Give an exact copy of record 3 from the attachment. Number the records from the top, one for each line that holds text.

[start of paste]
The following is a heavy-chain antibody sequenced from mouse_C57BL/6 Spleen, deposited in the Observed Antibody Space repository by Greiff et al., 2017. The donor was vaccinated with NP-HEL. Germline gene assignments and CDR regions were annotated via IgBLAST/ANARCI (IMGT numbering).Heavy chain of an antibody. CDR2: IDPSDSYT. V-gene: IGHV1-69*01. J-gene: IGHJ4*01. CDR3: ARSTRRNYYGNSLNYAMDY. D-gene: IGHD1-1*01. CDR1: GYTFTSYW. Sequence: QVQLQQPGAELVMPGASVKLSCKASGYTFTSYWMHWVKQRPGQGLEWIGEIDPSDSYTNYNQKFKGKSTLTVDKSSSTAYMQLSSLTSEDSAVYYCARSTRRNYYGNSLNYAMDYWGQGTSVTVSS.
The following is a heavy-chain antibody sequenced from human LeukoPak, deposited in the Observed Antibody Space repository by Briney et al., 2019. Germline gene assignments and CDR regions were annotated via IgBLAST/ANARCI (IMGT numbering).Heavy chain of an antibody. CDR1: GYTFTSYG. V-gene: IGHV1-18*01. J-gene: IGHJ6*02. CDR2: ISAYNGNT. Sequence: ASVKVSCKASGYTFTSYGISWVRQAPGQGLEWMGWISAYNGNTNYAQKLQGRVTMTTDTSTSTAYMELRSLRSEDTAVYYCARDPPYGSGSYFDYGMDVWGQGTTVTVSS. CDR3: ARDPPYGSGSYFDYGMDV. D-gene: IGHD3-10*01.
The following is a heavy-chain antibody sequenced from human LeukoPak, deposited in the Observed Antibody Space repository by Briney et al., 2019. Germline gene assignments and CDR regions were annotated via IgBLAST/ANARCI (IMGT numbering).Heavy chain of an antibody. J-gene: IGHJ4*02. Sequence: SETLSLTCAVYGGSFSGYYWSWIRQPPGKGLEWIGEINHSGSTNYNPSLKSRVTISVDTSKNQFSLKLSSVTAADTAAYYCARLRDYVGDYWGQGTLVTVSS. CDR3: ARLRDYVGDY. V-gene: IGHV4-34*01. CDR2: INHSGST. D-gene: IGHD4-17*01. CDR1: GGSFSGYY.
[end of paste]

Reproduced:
The following is a heavy-chain antibody sequenced from human LeukoPak, deposited in the Observed Antibody Space repository by Briney et al., 2019. Germline gene assignments and CDR regions were annotated via IgBLAST/ANARCI (IMGT numbering).Heavy chain of an antibody. J-gene: IGHJ4*02. Sequence: SETLSLTCAVYGGSFSGYYWSWIRQPPGKGLEWIGEINHSGSTNYNPSLKSRVTISVDTSKNQFSLKLSSVTAADTAAYYCARLRDYVGDYWGQGTLVTVSS. CDR3: ARLRDYVGDY. V-gene: IGHV4-34*01. CDR2: INHSGST. D-gene: IGHD4-17*01. CDR1: GGSFSGYY.